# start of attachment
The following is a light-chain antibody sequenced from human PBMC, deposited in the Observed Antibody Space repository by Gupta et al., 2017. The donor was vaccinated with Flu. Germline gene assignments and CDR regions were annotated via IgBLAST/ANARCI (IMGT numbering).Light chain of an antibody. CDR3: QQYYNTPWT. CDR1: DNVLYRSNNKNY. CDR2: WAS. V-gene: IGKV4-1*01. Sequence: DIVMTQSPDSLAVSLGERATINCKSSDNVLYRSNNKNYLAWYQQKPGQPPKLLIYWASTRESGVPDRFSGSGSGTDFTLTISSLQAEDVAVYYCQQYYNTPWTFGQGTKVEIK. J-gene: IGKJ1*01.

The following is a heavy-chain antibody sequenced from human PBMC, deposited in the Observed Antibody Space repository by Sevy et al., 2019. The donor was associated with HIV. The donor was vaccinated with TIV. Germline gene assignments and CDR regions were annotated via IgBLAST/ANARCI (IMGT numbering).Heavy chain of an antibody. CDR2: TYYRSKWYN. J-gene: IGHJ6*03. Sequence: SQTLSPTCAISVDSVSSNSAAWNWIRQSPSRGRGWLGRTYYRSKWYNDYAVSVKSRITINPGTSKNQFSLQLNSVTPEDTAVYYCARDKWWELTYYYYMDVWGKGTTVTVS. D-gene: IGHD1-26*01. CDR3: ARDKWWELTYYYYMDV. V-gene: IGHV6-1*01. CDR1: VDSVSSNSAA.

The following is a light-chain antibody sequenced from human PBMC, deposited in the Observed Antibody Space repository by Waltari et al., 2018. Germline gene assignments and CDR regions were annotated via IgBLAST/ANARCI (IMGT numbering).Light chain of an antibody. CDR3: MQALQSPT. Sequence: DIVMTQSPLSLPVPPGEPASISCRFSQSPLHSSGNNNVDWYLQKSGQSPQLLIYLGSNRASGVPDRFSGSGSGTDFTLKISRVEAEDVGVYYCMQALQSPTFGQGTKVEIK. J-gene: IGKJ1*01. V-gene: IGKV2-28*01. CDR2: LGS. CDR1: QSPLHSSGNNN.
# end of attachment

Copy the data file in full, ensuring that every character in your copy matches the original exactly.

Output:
The following is a light-chain antibody sequenced from human PBMC, deposited in the Observed Antibody Space repository by Gupta et al., 2017. The donor was vaccinated with Flu. Germline gene assignments and CDR regions were annotated via IgBLAST/ANARCI (IMGT numbering).Light chain of an antibody. CDR3: QQYYNTPWT. CDR1: DNVLYRSNNKNY. CDR2: WAS. V-gene: IGKV4-1*01. Sequence: DIVMTQSPDSLAVSLGERATINCKSSDNVLYRSNNKNYLAWYQQKPGQPPKLLIYWASTRESGVPDRFSGSGSGTDFTLTISSLQAEDVAVYYCQQYYNTPWTFGQGTKVEIK. J-gene: IGKJ1*01.

The following is a heavy-chain antibody sequenced from human PBMC, deposited in the Observed Antibody Space repository by Sevy et al., 2019. The donor was associated with HIV. The donor was vaccinated with TIV. Germline gene assignments and CDR regions were annotated via IgBLAST/ANARCI (IMGT numbering).Heavy chain of an antibody. CDR2: TYYRSKWYN. J-gene: IGHJ6*03. Sequence: SQTLSPTCAISVDSVSSNSAAWNWIRQSPSRGRGWLGRTYYRSKWYNDYAVSVKSRITINPGTSKNQFSLQLNSVTPEDTAVYYCARDKWWELTYYYYMDVWGKGTTVTVS. D-gene: IGHD1-26*01. CDR3: ARDKWWELTYYYYMDV. V-gene: IGHV6-1*01. CDR1: VDSVSSNSAA.

The following is a light-chain antibody sequenced from human PBMC, deposited in the Observed Antibody Space repository by Waltari et al., 2018. Germline gene assignments and CDR regions were annotated via IgBLAST/ANARCI (IMGT numbering).Light chain of an antibody. CDR3: MQALQSPT. Sequence: DIVMTQSPLSLPVPPGEPASISCRFSQSPLHSSGNNNVDWYLQKSGQSPQLLIYLGSNRASGVPDRFSGSGSGTDFTLKISRVEAEDVGVYYCMQALQSPTFGQGTKVEIK. J-gene: IGKJ1*01. V-gene: IGKV2-28*01. CDR2: LGS. CDR1: QSPLHSSGNNN.